“We call them clients, not students. And don’t expect too much,” he’d said.
I arrived at Vergie’s cabin in my shiny city car with my shiny city attitude. I was going to liberate Vergie Latham from his prison of ignorance and victimhood. I believed that a man was not free who couldn’t read. If I had been a cartoon, I would have been Mighty Mouse and my theme music would have been: Here I come to save the day!
Vergie was waiting for me on his carefully swept plank front porch. He had set two straight-backed chairs and a battered card table under the eaves on the north side of the cabin where the sun would not be in our eyes.
He was wearing a perfectly starched and ironed white shirt with a blue tie, neatly pressed grey work pants and exquisitely shined leather work boots. His grey hair was cut short and combed. Everything in his bearing and dress spoke to the importance of this occasion, which was nothing less than his first day of school.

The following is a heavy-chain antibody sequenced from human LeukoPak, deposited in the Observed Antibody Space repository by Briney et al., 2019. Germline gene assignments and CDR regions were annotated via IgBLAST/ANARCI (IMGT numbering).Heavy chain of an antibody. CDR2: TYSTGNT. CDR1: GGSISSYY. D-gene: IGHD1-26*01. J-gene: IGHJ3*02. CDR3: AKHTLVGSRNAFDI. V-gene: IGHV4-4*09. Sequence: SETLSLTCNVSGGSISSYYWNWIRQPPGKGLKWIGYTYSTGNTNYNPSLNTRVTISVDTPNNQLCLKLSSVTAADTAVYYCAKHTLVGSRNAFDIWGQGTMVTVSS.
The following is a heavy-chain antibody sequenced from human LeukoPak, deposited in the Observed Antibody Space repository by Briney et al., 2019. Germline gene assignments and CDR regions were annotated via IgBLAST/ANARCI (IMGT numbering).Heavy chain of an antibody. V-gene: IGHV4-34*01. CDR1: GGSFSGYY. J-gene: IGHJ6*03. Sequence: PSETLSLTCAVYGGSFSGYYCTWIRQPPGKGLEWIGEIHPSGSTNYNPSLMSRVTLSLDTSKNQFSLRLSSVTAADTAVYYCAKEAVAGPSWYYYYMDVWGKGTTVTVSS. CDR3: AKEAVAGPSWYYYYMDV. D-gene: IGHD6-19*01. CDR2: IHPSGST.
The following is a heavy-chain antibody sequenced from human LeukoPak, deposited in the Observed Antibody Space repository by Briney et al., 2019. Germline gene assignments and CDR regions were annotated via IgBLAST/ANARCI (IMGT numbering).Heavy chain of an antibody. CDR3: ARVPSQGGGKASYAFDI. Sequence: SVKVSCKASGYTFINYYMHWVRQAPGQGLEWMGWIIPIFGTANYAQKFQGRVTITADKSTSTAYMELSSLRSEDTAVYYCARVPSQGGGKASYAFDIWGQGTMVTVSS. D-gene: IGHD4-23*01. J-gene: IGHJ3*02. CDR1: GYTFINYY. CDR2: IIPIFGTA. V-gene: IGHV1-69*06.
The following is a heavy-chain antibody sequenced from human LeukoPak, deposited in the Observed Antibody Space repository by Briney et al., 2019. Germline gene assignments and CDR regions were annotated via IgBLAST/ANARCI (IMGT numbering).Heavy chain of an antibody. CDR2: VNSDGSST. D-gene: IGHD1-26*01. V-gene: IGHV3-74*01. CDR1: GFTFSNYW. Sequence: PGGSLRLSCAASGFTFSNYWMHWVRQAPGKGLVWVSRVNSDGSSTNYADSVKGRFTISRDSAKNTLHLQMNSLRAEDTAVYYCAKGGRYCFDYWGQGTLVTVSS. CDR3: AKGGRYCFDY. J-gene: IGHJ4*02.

When he took my hand in greeting, the current flowed to me from him, not the other way around as I had expected. My cartoon self melted.
“You sound like the radio,” was the first thing Vergie said to me.
I laughed. “What station do I sound like?”
He said, “The evening news on the station that comes out of the university. You sound like… Ni-Na Toten-berg.”
We began, as the program dictated, with alphabet letters, then short strings of letters. Over the next month, we moved on to repetitions of words linked with the articles – a, an and the.
It was July, airless and feverish, and we had moved the table to Vergie’s porch where he ran an extension cord to a fan, but we still dripped on the pages. He brought his Bible to the table and opened it to a place marked by a faded red ribbon. The portion was from the Book of Matthew.
“You will be able to read this for yourself by next year this time,” I reassured him.